Custance describes Mrazek as a rental, in part because of the nature of his contract. Even so, what if the Coyotes got some time with him, liked what they saw, and then simply convinced him to take less than $4M per year with an extension? Stranger things have happened, and the Coyotes could use all the help they can get.
Mrazek also tends to get love from “fancy stats” folks on occasion, and Coyotes GM John Chayka sometimes gets lumped in with such methods of thinking. So maybe he’s eyeballing Mrazek as we ponder hypothetical teams.
Wild GM Chuck Fletcher is under a lot of pressure as he’s reportedly needing a new contract, and now occasional-meal-ticket Devan Dubnyk is considered week-to-week. Money is tight in Minnesota, but even with a winning streak in mind, they likely want a little help beyond Alex Stalock.
Really, management might see some parallels between Dubnyk and Mrazek. Both goalies quietly put up nice numbers on shaky teams, only to see things fall apart. Dubnyk revitalized his career; maybe Mrazek could do that in helping Minny secure a playoff spot?
Theoretically, the Wild might just need Mrazek the most.
OK, this entry’s a little bit stranger, but hear me out.
So, what if one or two of these rebuilding/in-between franchises wants to test things out with Mrazek? Maybe the Red Wings could earn a better return in taking on Varlamov or one of those Philly goalies, even though they’re signed through 2018-19.
(In the case of Neuvirth/Elliott, their salaries might not even be much of an issue as slightly expensive backups if Detroit finally cleans house, or merely begins to clean house.)
Much like with the Coyotes, these teams would likely be most interested in deciding if Mrazek could be a part of the future. We’ve seen Flyers GM Ron Hextall take on Steve Mason in a similar situation as a reclamation project, and that worked out quite well, at least at first.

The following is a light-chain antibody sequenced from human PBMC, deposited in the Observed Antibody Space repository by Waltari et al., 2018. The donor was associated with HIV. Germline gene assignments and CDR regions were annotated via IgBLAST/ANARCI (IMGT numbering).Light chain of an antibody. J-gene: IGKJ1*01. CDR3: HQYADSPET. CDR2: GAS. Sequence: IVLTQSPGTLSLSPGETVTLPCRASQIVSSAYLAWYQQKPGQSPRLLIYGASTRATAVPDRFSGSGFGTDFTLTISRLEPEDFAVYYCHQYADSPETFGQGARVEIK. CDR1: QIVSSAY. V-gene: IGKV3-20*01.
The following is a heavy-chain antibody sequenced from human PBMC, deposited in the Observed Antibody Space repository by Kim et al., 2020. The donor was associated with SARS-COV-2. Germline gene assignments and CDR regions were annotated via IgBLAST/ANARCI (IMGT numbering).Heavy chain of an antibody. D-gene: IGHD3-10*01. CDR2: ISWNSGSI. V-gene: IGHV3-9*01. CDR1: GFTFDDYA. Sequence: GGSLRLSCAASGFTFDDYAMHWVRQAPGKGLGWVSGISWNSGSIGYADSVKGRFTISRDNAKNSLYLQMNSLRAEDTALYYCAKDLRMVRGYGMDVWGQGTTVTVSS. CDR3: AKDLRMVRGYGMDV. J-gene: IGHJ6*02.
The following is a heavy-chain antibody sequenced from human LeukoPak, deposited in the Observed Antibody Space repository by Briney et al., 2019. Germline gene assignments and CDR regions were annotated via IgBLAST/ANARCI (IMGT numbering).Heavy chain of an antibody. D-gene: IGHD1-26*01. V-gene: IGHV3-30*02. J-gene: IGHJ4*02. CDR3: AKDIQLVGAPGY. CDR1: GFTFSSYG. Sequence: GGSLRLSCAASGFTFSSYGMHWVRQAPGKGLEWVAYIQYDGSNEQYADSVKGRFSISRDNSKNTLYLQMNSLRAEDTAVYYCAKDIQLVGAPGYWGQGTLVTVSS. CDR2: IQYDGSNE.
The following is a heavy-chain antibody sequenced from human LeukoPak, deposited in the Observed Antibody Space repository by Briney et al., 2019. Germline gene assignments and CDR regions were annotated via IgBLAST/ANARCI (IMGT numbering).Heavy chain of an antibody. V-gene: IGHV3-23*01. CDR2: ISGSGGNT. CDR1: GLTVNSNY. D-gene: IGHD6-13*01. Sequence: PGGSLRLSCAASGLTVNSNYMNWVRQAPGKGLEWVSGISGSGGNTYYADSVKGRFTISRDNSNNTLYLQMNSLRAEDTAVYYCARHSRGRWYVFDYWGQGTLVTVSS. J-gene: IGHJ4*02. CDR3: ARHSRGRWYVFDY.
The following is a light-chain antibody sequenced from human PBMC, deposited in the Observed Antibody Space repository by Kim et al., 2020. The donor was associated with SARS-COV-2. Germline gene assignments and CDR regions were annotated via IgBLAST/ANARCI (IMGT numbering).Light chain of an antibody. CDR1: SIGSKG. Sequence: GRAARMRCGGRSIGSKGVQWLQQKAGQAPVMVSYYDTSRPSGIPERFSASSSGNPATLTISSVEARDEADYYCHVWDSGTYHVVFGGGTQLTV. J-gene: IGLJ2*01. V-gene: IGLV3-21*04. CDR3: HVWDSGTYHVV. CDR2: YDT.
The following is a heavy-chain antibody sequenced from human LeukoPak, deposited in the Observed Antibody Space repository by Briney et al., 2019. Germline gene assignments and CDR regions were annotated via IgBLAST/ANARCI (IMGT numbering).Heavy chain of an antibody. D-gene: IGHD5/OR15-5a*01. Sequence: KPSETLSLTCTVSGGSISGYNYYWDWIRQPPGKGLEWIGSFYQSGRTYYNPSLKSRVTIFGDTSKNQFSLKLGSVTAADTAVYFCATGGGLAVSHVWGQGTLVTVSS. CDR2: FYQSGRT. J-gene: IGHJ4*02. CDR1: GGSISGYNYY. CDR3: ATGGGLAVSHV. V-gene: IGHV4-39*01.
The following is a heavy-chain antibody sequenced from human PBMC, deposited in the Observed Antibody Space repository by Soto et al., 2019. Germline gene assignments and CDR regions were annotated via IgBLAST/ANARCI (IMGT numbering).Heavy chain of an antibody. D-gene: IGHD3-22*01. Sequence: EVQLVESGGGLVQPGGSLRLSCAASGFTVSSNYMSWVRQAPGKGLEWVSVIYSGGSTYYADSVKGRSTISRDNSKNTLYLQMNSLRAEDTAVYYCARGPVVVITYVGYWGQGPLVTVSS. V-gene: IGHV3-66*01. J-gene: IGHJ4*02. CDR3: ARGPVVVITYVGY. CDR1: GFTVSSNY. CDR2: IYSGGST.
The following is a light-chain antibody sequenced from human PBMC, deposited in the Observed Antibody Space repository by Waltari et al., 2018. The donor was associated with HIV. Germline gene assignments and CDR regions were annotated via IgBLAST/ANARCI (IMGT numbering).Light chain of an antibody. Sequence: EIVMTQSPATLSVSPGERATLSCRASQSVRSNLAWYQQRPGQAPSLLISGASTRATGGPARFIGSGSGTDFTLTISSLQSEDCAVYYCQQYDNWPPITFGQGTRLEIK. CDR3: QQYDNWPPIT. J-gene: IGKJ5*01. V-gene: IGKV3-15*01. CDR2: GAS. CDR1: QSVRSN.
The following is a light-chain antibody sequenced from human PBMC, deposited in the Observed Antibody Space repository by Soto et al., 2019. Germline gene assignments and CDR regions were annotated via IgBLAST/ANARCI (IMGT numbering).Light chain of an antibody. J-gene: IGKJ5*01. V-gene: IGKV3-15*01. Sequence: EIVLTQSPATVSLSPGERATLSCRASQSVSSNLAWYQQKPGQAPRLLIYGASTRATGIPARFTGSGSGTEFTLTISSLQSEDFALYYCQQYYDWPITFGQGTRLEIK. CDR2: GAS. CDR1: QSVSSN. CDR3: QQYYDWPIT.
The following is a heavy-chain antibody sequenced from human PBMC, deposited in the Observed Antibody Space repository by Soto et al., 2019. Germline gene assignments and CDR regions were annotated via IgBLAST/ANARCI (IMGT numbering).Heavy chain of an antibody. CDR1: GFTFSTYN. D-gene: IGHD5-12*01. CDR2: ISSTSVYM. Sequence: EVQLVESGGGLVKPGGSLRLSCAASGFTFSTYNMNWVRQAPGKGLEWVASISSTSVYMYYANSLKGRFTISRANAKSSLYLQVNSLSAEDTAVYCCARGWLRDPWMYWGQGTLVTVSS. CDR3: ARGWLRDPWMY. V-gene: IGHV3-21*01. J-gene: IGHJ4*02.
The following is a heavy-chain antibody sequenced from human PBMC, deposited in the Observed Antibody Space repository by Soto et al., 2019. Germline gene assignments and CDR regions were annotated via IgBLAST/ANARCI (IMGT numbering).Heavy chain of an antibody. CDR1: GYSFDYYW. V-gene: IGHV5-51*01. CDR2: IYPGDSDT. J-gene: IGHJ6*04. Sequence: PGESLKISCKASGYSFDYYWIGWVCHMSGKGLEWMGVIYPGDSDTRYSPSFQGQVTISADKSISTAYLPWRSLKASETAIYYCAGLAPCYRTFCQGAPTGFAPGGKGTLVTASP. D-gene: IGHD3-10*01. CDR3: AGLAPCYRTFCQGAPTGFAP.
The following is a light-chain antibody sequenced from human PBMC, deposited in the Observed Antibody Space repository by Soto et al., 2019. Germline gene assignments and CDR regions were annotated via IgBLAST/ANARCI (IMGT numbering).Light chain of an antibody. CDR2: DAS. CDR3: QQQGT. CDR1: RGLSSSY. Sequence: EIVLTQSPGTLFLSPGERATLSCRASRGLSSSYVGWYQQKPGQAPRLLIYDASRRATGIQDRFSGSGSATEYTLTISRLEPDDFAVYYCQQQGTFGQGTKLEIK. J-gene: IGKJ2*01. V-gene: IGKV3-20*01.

(Philly’s current winning streak would probably put such thoughts on the backburner, but still.)
Look, I had to mention the Oilers, as you can’t picture trades without at least penciling a token Peter Chiarelli groaner.
There’s at least some logic to the prospect of Edmonton nabbing Mrazek, too.
Cam Talbot‘s struggling mightily, and with his $4.167M cap hit expiring after 2018-19, he’s not necessarily guaranteed to be Edmonton’s guy any longer. Especially since Edmonton needs to make every buck count after doing the opposite for so many years.
What if Mrazek could get hot and save Edmonton’s season, or at least give Talbot time to get things together? Surely that’s worth (checks notes) way too much? Uh oh, someone take the phone away from Chia …
Here it is in video form; the additional replays really sell just how long Panarin had the puck, and the fact that he essentially circled the entire New York Islanders’ defensive zone waiting for a recipient:
This GIF might capture it better, actually:
Artemi Panarin in inhuman. This is an NHL 18 play on easy difficulty, skating the puck around the entire zone before finding Zach Werenski for the goal. We bow to Bread. pic.twitter.com/hyqWybI8sW
So far, Panarin’s been more of a distributor in Columbus after piling up 30 and 31-goal seasons in Chicago, as the slick Russian winger has seven goals and 20 assists (and counting?).
Werenski, 20, is looking to top what was already an impressive first impression in the NHL. During his rookie season, Werenski scored 11 goals and 47 points in 78 games (and also suffered a hideous facial wound). As of this writing, Werenski already has 10 goals (plus seven helpers), so a 20-goal sophomore campaign isn’t out of the question, even if he is unlikely to continue shooting like a forward.
“It’s staying involved even more on the offense,” Tortorella said. “It’s having enough guts when we’re rotating a puck offensively in the corner to go sneak down to the other corner so we can make an east-west play and spread the offensive zone.”
When you have players as talented as Panarin and Werenski bending the defense to their whim, it’s easy to justify taking chances. As you can see, the rewards of such risks can be rich.
Update: The Blue Jackets ended up winning the game 6-4, with Panarin collecting two helpers and Zach Werenski generated a goal and an assist in total. Ultimately, it was about Columbus getting offense from multiple sources, including Oliver Bjorkstrand‘s trio of assists.